Today’s adult learners have their concentration pulled in more directions, have more responsibilities, and more methods of accessing their training than ever before. It’s essential that their training method acknowledges this and works with them.
Training used to take place in traditional e-learning classrooms, which are often overly rigid and challenging for a variety of learners to connect with. This affects retention, which is an important issue that many instructors face.
How can facilitators remedy this? Microlearning.
As we learned in our on-demand webinar, Microlearning: Going Beyond the Buzzword, with JD Dillon of Axonify, Keith Mahon of State Street Global, Manal Houri of Ericsson, and our very own Ann McDonald, microlearning is more than just a way to grab someone’s attention. It’s a beneficial and integral way to reach your learners.
Microlearning is the future of training because it addresses a fundamental issue: retention. Learners often forget what they learn because they weren’t given the opportunity to apply the material immediately. Microlearning remedies this by allowing them to learn directly in the field.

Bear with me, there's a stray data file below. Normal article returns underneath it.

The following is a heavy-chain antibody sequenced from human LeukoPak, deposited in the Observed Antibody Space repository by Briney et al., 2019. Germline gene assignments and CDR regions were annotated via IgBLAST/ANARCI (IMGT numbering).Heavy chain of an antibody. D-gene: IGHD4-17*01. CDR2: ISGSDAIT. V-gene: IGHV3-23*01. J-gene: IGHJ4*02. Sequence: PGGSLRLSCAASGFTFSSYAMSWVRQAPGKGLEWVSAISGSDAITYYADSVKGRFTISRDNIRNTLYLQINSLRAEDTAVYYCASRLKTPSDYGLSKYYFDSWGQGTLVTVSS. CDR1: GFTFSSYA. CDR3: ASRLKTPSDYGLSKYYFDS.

Conversely, traditional e-learning has a very time-intensive and rigid structure that doesn’t allow for field learning to take place. More often than not, employees need a method of training that will enable them to access what they’ve learned immediately. This is especially true for field employees.
Another problem that training instructors contend with is making knowledge transfer proactive instead of reactive. Microlearning is a multi-channel method of training, meaning that the way students learn is flexible and personalized. Therefore, learning not only meets varying needs but is also proactive.
Training doesn’t exist in a vacuum. As we learned in our on-demand webinar, it’s part of a broader ecosystem. Before you ask your trainees what they learned today, think about what tools you’re providing them and if they’re truly the best ones to meet their varying needs.
As we learned, there’s no one blanket method of training. It’s important to adapt your material and give learners the opportunity to apply what they learned in the field immediately.